These fertilizers simultaneously enrich the soil with mobile magnesium compounds and neutralize excessive acidity. They are the most effective and cheapest way to supply sandy and sandy loam soils with the nutrient.
Dolomite flour (CaCO3⋅MgCO3)
Contains about 20% MgO and 30% CaO; carbonic calcium and magnesium account for at least 85%. It’s used to lime acidic soils at a dose of 3-4 t/ha. In this case, the soil is enriched with magnesium in amounts sufficient to feed plants for one or two rotations. The most effective on the light soils.
The Dolomites are insoluble in water, so their effect depends on the fineness of granule size. Dolomite flour with a granule size of less than 0.03 inches provides the largest increase in crop yields.
Semi-sintered dolomite (CaCO3⋅MgCO3)
The product of dolomite firing. Contains about 27% MgO, 2% CaO, 57% CaCO3. Magnesium is well available to plants. It’s used for soil liming.
Magnesium carbonate, or magnesite (MgCO3)
Contains 45% MgO — the most concentrated magnesium fertilizer. It’s a natural mineral and sintered magnesite (up to 89% MgO) obtained in the production of refractories. It has an alkaline reaction with a high neutralizing power superior to that of lime. However, high doses of this fertilizer cause calcium and boron deficiency in plants. This is why they usually combine it with boron for crops that require it, such as sunflowers, beets, and clover. And in order to neutralize excessive acidity, it’s combined with calcium carbonate.
Sintered magnesia should be packed in waterproof bags and stored in a dry room. Common magnesium-containing fertilizers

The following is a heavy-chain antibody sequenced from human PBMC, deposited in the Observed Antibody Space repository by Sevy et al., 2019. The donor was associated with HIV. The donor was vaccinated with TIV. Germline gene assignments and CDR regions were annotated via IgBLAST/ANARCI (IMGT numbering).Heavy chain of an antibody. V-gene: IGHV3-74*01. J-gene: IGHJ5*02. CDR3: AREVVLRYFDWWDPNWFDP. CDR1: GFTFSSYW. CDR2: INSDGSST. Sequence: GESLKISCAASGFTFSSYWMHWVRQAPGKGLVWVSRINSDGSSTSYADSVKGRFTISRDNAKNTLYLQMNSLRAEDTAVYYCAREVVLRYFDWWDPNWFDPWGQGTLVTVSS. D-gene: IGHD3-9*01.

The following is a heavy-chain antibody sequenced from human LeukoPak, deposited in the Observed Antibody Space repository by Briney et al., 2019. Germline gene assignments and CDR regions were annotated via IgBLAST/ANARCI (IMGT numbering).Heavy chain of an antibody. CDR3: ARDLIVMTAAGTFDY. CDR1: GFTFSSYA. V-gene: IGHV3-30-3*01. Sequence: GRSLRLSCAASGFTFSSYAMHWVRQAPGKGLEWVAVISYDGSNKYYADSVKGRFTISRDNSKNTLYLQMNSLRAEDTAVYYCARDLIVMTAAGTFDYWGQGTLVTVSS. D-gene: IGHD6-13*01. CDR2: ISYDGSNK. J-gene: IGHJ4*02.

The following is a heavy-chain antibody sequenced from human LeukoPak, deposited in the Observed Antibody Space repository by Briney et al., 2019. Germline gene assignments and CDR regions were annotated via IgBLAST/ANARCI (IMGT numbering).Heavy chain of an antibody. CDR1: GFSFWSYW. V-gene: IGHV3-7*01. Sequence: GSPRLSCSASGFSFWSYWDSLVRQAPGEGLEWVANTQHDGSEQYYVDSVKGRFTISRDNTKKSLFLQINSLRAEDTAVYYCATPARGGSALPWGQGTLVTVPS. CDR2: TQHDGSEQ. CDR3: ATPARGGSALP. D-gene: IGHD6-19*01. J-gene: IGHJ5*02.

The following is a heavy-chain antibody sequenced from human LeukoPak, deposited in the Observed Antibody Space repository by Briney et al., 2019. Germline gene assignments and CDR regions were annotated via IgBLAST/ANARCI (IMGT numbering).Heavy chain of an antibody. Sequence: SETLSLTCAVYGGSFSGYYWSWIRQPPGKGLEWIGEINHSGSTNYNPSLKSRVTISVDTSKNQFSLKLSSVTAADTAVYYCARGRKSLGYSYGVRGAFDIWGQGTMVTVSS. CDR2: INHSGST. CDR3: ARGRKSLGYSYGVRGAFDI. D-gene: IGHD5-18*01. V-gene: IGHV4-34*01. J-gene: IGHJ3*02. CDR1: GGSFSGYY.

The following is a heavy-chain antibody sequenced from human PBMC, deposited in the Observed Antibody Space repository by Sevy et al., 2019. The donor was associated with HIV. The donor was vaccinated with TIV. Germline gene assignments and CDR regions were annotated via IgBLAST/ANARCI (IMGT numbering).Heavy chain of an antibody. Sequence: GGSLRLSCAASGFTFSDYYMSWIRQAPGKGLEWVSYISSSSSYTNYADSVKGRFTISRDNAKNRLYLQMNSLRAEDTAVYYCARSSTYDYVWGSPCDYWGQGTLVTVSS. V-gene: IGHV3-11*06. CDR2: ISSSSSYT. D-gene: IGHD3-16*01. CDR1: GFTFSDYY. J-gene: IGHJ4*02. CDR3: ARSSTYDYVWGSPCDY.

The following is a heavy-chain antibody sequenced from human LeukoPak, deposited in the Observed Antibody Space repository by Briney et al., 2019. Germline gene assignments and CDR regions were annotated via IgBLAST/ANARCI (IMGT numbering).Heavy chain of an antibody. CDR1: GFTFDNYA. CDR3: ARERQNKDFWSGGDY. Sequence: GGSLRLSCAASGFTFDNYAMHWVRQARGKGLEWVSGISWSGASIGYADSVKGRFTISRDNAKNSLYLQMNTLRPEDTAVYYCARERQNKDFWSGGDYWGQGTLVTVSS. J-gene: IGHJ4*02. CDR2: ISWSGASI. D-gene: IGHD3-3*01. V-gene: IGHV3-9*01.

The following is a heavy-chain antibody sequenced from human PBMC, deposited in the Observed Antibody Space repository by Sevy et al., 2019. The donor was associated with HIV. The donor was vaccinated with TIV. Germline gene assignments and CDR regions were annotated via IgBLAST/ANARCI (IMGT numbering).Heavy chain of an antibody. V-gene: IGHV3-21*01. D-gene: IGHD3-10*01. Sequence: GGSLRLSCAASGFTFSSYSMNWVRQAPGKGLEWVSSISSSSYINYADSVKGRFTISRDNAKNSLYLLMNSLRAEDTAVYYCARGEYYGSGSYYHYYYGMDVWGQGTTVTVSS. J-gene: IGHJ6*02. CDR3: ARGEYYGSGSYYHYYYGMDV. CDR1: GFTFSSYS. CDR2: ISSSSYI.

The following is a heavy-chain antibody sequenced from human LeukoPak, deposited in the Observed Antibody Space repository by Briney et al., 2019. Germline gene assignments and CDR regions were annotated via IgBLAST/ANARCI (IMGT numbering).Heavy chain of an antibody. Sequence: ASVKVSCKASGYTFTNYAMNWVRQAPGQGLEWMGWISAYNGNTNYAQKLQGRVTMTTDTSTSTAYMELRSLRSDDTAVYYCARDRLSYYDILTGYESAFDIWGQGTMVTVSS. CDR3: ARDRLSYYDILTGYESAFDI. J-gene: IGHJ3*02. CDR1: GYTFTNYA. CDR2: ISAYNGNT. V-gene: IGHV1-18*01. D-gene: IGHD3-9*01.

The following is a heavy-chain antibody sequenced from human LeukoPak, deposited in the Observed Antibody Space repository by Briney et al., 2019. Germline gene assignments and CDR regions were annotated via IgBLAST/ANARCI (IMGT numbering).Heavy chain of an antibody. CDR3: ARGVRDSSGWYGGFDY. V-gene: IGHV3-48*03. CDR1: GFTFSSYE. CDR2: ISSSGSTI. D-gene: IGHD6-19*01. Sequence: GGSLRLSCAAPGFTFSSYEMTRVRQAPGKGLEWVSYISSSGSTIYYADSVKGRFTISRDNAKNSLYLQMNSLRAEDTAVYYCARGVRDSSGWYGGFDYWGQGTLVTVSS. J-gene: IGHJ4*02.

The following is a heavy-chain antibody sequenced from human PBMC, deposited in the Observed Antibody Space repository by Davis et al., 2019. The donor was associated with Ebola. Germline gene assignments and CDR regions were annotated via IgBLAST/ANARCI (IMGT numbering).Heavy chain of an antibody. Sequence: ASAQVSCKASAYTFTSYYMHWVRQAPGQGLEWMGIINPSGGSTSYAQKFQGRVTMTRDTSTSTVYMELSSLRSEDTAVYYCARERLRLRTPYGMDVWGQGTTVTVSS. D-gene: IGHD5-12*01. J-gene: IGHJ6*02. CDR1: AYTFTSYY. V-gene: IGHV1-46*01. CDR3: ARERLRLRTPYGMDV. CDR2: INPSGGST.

Dunite meal and serpentinite
Wastes of the mining and asbestos industry. According to their chemical composition, they are magnesium silicates in a poorly soluble form, so they are used in advance and in large doses. These magnesium-containing fertilizers are used as raw materials for the production of complex magnesium fertilizers, as well as a local fertilizer. They decompose slowly under the influence of soil acids. The finely ground dunite contains 41-47% MgO. Serpentinite consists of magnesium metasilicate and contains 32-43% MgO.
Ammochenite ((NH4)2SO4⋅MgSO4⋅6H2O) is a double salt of ammonium sulfate and magnesium sulfate. It’s a crystalline mineral of light brown to gray color. Used as a nitrogen-magnesium fertilizer; contains at least 7% N and 10% MgO. It’s usually transported in multi-layer bags impregnated with bitumen.
Magnesium sulfate (eleonite and kieserite) is a one-way magnesium fertilizer that contains at least 84% MgSO4⋅7H2O and no more than 6% NaCl (17.7% MgO). It’s well soluble in water. Used in intensive agriculture in case of magnesium deficiency in weakly acidic and neutral soils. In this case, the high yield constantly requires readily soluble sources of magnesium. It’s also used in intensive meadows, greenhouses, and vegetable gardens. This fertilizer is used to eliminate acute nutrient deficiency by foliar feeding. When entering the soil, most of the magnesium is converted into a metabolized state.